Economics & Work
By 2119, machines have widely replaced humans in almost all forms of work. Machine learning systems that allow machines to study a task and create new approaches to solving those tasks have allowed them to take over jobs that only humans could perform in the early years of the 21st Century. The shift to machines started with jobs that required physical labors such as lifting heavy objectives, cleaning buildings, or driving cars. This then shifted to the analysis of large quantities of information such as reviewing health records, making microsecond stock trading decisions, and using actuarial data tables to make insurance decisions. As machine learning improved, “creative” jobs such as composing music and designing buildings became the domain of machines. A new class of humans emerged who became known as the “useless class.” These were people who were unemployable because they had no skills to offer the AI-driven economy. The so called useless class started small but great exponentially as more and more segments of the economy were taken over by machines. By 2118, a vast majority of humans lived in absolute poverty subsisting on the AI-economy’s leftovers.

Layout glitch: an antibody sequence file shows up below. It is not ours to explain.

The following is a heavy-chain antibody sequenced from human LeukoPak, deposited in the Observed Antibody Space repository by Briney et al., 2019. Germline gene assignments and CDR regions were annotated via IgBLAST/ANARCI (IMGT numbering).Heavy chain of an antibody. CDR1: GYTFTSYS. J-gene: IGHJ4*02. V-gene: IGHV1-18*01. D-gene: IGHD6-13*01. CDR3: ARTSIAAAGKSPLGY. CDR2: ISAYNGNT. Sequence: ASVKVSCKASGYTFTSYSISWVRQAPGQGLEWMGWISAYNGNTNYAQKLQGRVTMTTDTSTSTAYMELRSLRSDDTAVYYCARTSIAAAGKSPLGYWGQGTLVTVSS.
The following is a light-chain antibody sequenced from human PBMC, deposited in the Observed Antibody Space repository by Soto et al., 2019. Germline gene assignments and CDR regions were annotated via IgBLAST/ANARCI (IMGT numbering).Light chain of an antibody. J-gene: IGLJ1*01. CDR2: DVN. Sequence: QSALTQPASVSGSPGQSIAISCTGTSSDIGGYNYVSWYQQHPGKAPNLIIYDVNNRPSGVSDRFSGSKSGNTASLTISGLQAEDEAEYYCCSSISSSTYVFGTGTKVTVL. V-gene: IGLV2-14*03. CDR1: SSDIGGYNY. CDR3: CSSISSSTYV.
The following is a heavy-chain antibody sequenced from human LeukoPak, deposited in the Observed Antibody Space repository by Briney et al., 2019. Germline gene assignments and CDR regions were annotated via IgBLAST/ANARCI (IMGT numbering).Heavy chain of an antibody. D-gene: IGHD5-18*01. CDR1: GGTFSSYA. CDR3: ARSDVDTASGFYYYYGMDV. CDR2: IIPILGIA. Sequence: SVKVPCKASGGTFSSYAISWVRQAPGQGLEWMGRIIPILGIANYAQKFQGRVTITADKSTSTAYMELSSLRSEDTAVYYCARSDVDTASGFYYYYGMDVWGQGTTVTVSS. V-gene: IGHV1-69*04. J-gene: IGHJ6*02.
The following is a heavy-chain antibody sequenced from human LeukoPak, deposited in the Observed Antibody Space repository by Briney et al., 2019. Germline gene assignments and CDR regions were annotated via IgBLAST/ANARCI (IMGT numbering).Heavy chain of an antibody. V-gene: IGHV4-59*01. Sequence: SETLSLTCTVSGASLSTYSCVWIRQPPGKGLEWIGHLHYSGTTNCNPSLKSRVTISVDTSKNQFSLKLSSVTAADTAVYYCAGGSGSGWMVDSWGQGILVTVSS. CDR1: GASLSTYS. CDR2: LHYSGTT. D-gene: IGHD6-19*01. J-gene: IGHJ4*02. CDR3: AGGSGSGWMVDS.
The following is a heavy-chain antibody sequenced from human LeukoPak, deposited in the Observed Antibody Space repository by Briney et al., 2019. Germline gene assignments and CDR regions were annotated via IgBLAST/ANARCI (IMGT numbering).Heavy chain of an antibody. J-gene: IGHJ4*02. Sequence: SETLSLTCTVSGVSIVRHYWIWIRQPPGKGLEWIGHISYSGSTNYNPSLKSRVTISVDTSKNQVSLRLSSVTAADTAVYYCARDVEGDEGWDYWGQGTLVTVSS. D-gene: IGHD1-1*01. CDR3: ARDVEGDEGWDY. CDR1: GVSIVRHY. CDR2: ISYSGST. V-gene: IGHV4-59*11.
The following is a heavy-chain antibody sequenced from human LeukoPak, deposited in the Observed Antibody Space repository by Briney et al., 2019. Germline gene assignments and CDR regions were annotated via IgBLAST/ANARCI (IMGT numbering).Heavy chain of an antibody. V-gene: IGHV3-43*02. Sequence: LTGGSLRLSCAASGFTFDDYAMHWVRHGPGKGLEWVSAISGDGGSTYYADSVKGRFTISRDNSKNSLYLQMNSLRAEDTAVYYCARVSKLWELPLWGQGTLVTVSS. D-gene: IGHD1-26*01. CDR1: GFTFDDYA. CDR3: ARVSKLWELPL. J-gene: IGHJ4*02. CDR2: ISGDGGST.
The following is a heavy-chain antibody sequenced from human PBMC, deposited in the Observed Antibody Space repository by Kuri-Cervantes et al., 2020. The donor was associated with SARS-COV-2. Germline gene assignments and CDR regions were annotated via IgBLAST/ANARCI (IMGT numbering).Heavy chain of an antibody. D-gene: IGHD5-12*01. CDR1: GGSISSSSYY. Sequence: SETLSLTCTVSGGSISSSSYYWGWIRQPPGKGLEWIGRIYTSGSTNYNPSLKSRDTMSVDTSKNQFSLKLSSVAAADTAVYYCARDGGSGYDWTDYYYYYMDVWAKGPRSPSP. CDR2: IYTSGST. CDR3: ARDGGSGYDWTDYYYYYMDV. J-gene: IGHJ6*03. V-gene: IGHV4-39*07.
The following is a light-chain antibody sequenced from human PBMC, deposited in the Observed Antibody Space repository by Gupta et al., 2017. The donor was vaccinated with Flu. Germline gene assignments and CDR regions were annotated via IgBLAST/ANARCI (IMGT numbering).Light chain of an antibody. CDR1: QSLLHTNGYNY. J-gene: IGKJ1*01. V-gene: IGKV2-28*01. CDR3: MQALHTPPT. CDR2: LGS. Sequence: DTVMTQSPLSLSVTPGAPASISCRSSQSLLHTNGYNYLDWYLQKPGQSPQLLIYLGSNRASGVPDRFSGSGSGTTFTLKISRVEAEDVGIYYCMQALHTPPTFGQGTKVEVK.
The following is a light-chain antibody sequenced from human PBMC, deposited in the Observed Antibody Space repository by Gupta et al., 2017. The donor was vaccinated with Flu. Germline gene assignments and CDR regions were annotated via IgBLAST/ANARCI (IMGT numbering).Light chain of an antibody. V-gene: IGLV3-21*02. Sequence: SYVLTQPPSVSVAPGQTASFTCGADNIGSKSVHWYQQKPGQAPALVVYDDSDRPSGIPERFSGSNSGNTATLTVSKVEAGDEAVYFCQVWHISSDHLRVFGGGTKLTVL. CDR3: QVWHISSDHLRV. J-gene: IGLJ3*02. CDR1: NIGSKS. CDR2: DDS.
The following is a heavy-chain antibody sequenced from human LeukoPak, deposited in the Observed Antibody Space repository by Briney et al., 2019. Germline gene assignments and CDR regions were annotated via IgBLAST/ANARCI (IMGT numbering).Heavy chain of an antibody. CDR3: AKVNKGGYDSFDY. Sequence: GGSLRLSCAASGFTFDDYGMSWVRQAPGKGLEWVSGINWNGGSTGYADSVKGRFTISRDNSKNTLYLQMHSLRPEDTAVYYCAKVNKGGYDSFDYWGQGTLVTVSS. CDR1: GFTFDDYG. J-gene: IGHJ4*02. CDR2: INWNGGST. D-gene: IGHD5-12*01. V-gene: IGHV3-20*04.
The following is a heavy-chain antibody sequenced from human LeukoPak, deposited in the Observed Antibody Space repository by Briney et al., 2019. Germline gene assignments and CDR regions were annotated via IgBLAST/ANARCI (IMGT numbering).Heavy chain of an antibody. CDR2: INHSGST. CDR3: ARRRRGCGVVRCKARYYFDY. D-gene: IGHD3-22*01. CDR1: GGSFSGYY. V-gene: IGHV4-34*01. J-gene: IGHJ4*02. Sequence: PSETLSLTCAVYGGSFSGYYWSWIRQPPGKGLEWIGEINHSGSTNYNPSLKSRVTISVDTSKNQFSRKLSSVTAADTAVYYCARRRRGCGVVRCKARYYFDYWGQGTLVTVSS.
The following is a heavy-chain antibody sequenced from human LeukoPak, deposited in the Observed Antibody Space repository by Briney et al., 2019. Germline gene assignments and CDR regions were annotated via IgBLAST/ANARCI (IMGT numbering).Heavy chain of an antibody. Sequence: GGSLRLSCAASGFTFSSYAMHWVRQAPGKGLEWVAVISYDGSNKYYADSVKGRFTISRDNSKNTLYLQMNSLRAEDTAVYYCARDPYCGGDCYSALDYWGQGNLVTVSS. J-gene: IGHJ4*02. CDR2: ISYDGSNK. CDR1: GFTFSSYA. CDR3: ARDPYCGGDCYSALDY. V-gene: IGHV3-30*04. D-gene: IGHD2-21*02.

Published Sources Supporting this Future
- The jobs we'll lose to machines -- and the ones we won't
- AI & The Future of Work
- What will future jobs look like?
- The Future of Jobs and Jobs Training
- An Artificial Intelligence Developed Its Own Non-Human Language
- Automation Comes to McDonald’s
- The Robots Are Coming To Las Vegas (from NPR)
- Why Technology Favors Tyranny